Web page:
Modera San Diego brings a different look to San Diego’s East Village. Aside from its relatively diminutive stature, Modera is notable for a design that changes from modern to historic from one side of the building to the next in keeping with the look of the neighborhood.
East Village, the site of many a new luxury apartment tower, is getting something different — an apartment project that is relatively short at seven stories and not all glass and steel like many of its competitors.
The $140 million Modera San Diego is being built at the southeast corner of 14th and K streets by Mill Creek Residential.
Zoning for the site wouldn’t allow a tower.
Aside from its relatively diminutive stature, Modera is notable for a design that changes from modern to historic from one side of the building to the next in keeping with the look of the neighborhood.
“We tried to design the architecture so each façade was complementary to its surroundings,” said John Colletti, Mill Creek Residential vice president of development in Southern California.
As designed by Carrier Johnson + Culture, the north side of the building will have a contemporary look with storefronts on the ground level, he said.
The look shifts to a more historical appearance with a brick façade and industrial casement windows on the south side reminiscent of East Village’s history as a warehouse district and to blend in with the 1897 brick Wonder Bread Building at 1441 L St., that is now home to Mission Brewery, Colletti said.
Modera is dwarfed by some of its neighbors, including the 45-story Pinnacle on the Park Phase 1 at 424 15th St., the 23-story K1 at 330 13th St., the 19-story Alexan at 300 14th St. and the 21-story Shift at 1501 Island Ave.
Modera will have 368 apartments, ranging from an average of about 600 square feet to an average of about 1,300 square feet with monthly rents ranging from about $2,000 to about $4,500, he said. The building should be ready for tenants in spring 2021.
Amenities will include two outdoor courtyards, a 5,100 square-foot sky lounge with a pool and spa, fireside gathering areas, two outdoor kitchens, a fitness studio, coworking spaces, a clubhouse, conference rooms, four bowling alleys, a lobby lounge, parcel storage lockers and a dog run and grooming station.
The target market is “a mix of young singles and couples” between the ages of 35 and 37 who choose to live in the area because of its proximity to the Gaslamp Quarter and a vibrant restaurant and entertainment scene, Colletti said.
“That is the predominant renters market,” he said. “As people get deeper into their careers, they tend to start families and move out of that downtown core.”
Modera San Diego is Mill Creek Residential’s first project in San Diego County, although the company has several projects in Orange County, Colletti said.
The East Village site was once part of the property that city officials looked at as a possible location for a downtown football stadium before the Chargers took off for Los Angeles.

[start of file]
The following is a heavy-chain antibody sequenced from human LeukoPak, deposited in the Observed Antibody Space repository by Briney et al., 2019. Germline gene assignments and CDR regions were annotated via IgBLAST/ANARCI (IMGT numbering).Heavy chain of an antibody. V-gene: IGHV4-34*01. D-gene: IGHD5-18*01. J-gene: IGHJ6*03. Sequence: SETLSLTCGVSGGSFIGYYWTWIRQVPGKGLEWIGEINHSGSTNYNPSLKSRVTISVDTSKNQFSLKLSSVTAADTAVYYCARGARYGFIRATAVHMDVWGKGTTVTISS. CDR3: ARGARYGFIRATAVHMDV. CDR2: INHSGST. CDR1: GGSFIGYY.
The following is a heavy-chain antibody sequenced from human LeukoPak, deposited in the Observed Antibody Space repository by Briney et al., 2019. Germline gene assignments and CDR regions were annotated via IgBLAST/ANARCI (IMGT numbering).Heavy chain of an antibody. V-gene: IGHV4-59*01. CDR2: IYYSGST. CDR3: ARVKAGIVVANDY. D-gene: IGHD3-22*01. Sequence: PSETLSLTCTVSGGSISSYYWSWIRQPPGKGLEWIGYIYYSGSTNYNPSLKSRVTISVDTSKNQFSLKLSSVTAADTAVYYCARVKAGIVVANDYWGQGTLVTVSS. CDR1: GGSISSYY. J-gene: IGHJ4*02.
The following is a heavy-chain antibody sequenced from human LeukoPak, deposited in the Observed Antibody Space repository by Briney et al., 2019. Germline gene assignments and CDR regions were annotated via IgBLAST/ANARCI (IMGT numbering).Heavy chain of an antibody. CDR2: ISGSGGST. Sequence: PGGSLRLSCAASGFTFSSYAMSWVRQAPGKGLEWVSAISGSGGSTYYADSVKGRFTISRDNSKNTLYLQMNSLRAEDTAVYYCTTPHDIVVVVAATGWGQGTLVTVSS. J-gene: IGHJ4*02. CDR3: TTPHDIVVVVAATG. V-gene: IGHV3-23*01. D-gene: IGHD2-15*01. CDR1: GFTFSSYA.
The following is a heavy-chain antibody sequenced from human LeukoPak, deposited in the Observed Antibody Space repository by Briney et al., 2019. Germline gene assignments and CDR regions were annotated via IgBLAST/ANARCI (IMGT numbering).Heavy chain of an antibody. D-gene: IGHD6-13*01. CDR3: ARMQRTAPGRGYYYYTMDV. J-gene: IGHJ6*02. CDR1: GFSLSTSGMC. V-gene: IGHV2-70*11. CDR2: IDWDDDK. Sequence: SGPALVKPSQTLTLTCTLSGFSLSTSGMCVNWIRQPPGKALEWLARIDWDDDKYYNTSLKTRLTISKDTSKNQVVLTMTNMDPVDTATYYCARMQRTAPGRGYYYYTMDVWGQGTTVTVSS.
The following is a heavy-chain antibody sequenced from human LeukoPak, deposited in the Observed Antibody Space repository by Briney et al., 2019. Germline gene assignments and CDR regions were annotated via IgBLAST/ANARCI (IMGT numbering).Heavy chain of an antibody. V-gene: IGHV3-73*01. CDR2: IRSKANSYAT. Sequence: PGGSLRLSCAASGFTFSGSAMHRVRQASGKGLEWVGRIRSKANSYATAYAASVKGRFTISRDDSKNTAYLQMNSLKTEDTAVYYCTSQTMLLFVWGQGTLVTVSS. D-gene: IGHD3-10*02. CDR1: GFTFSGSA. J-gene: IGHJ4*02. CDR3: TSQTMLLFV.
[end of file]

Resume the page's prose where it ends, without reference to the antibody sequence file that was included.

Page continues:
As long as the Chargers were in play, the site sat idle.
But with the Chargers gone, Mill Creek moved quickly to entitle it for development of Modera.
East Village is in the midst of a development boom, with new projects popping up throughout what had become a neighborhood in decline.
“Every time I wake up, there’s a new project going up in our neighborhood,” said Dora McCann Guerreiro, executive director of the East Village Association.
“We are growing out as a residential community. However, we want to make sure we preserve our cultural history,” Guerreiro said. “We want to preserve the authenticity of the neighborhood, make sure the new buildings going up are aesthetically complementary to the community of a mixed use village.”
Although the apartment towers that are going up in East Village are a departure from its past, Guerreiro said they fit in because they’re grouped in the same part of the village.
“They’re big, spiral buildings but they’re clumped together,” Guerreiro said. “They complement each other where they are in the neighborhood. In other pockets of the East Village, we are preserving the historical facades that are there.
Guerreiro wasn’t familiar with the Modera project, but said the design sounded intriguing for the effort to blend in with the Wonder Bread building.
The development push in East Village is likely to continue, said Darcy Miramontes, who leads the California multifamily team for the commercial brokerage firm JLL.
With Modera one of several apartment projects going in, there may be increased competition for tenants, but demand is so high that it won’t last, she said.
“There is a short-term supply pipeline in East Village but it doesn’t go on forever and there really is no long-term oversupply issue in downtown San Diego or in San Diego in general,” Miramontes said. “Most of the buildings in East Village have been leasing fairly well, even in light of the submarket competition and the slow-leasing winter months, which we’re going through right now.”
Along with the apartment projects, several commercial projects are underway or planned.
“East Village has really been filling in in terms of the commercial facilities from retail, to restaurants, to entertainment,” Miramontes said. “Those will continue to fill in and we have more incubators coming in.”
As that happens, Guerreiro, of the East Village Association, said she hopes East Village develops an identity as more of a residential community than a tourist destination like the Gaslamp Quarter or a regional attraction like Little Italy.
“It will be bigger, but the appeal will be for the residents, the residential community more so than the tourist community,” Guerreiro said.
Real estate writer Ray Huard can be reached at firstname.lastname@example.org or 858-277-8904